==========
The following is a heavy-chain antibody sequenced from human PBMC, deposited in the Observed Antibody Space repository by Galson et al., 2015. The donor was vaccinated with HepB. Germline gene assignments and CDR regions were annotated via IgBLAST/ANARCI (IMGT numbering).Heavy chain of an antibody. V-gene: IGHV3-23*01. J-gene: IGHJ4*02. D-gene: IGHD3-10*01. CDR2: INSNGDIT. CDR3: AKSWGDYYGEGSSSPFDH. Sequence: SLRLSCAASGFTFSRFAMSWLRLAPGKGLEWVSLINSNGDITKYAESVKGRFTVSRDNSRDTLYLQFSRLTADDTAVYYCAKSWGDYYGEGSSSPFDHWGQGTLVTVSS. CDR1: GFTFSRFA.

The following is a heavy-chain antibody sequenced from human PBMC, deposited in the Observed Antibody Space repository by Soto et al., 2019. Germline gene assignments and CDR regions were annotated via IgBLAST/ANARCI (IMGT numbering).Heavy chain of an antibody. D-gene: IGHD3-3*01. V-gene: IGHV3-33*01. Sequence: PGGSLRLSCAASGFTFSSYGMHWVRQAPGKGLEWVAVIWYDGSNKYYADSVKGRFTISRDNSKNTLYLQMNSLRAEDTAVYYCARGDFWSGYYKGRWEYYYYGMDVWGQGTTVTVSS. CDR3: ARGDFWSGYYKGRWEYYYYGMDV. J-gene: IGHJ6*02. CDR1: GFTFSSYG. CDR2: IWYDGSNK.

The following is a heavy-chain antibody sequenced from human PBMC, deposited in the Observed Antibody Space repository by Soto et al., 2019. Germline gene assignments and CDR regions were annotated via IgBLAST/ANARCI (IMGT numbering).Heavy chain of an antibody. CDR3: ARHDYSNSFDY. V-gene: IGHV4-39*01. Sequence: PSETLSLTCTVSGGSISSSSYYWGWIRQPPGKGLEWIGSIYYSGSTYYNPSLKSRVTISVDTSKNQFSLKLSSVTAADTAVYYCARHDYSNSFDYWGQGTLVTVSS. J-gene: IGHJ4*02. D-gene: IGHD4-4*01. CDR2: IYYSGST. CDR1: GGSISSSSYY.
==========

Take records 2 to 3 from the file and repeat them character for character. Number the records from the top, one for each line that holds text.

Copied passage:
The following is a heavy-chain antibody sequenced from human PBMC, deposited in the Observed Antibody Space repository by Soto et al., 2019. Germline gene assignments and CDR regions were annotated via IgBLAST/ANARCI (IMGT numbering).Heavy chain of an antibody. D-gene: IGHD3-3*01. V-gene: IGHV3-33*01. Sequence: PGGSLRLSCAASGFTFSSYGMHWVRQAPGKGLEWVAVIWYDGSNKYYADSVKGRFTISRDNSKNTLYLQMNSLRAEDTAVYYCARGDFWSGYYKGRWEYYYYGMDVWGQGTTVTVSS. CDR3: ARGDFWSGYYKGRWEYYYYGMDV. J-gene: IGHJ6*02. CDR1: GFTFSSYG. CDR2: IWYDGSNK.

The following is a heavy-chain antibody sequenced from human PBMC, deposited in the Observed Antibody Space repository by Soto et al., 2019. Germline gene assignments and CDR regions were annotated via IgBLAST/ANARCI (IMGT numbering).Heavy chain of an antibody. CDR3: ARHDYSNSFDY. V-gene: IGHV4-39*01. Sequence: PSETLSLTCTVSGGSISSSSYYWGWIRQPPGKGLEWIGSIYYSGSTYYNPSLKSRVTISVDTSKNQFSLKLSSVTAADTAVYYCARHDYSNSFDYWGQGTLVTVSS. J-gene: IGHJ4*02. D-gene: IGHD4-4*01. CDR2: IYYSGST. CDR1: GGSISSSSYY.